The annual conference of the World Health Assembly is held in Geneva under the theme: “Saving lives – promoting health for all”. But the organization is still far from its supposed goal.
The opening song for the World Health Assembly came from hundreds of nurses from around the world. A song of encouragement, because the challenges are enormous – the world is still far from WHO’s main goal of “Health for All”.
“There are still huge disparities in health care between and within countries,” said WHO Director-General Tedros Adhanom Ghebreyesus. As UN Secretary-General Antonio Guterres warned in a video message: “Progress is at risk.” According to Guterres, millions are threatened by wars and conflicts. The climate crisis threatens the health of billions of people.
WHO chief Tedros delivers a keynote address to the World Health Assembly today.
The Covid19 pandemic has set back the healthcare system. In addition, according to WHO Director-General Tedros, there are WHO’s institutional challenges: WHO’s expectations have grown exponentially over the past 20 years, but not funds.
The annual budget of the World Health Organization is about three billion dollars, which is equivalent to that of a large city hospital such as the Charité in Berlin. Just under 15 percent of the funds are mandatory contributions from Member States – the large remainder are voluntary and often ad hoc donations from countries and private foundations.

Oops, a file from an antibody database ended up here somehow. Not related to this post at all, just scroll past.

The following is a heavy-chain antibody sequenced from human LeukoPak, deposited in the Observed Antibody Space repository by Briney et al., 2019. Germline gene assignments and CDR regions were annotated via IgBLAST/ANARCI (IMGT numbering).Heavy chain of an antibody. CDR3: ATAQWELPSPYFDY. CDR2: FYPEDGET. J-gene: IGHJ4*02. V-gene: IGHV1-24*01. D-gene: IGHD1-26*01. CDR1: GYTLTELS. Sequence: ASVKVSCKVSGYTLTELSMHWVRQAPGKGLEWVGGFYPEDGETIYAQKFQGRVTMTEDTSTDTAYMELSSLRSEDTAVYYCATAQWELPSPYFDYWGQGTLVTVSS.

That must change, Julia Stöfner of the aid organization “Brot für die Welt” in Geneva demands from the federal government’s letter: “This means that Germany must work towards an increase in mandatory contributions and that the voluntary contributions that Germany pays to the World Health Organization do, and remain on high level.”
Non-governmental organizations are calling for a greater role
The World Health Assembly is the highest body of the World Health Organization. Here, the 194 member states unanimously decide what needs to be done to promote global health. But not only governments, but also civil society voices need to be heard more in Geneva, says Andreas Wolff of Medical Aid International: “Internationally, we’ve seen for years that the space we have in discussions with our data is increasing backwards: it was It’s three minutes per statement, then two minutes, and now it’s just one minute.”
The top floor of the World Health Organization indicates understanding — after all, health is about people, not countries. “Not only can we talk to governments, we have to make speeches for which these things are being made,” says Rudiger Kretsch, director of health promotion at the World Health Organization. You don’t have to talk about people, but with people. “We have to do it better at the WHO.” But this too can ultimately be decided by member states alone, according to Creech: “It’s a political decision: ‘How do we want to do global health work in the future?'” “
Health is also a matter of strength
The political explosion of the WHO’s sweet promise of “health for all” can be seen in who is allowed to have a say and who isn’t: it is a matter of power. “Taiwan should be in the WHO,” protesters who marched in the UN district of Geneva over the weekend demanded. China has so far succeeded in preventing this.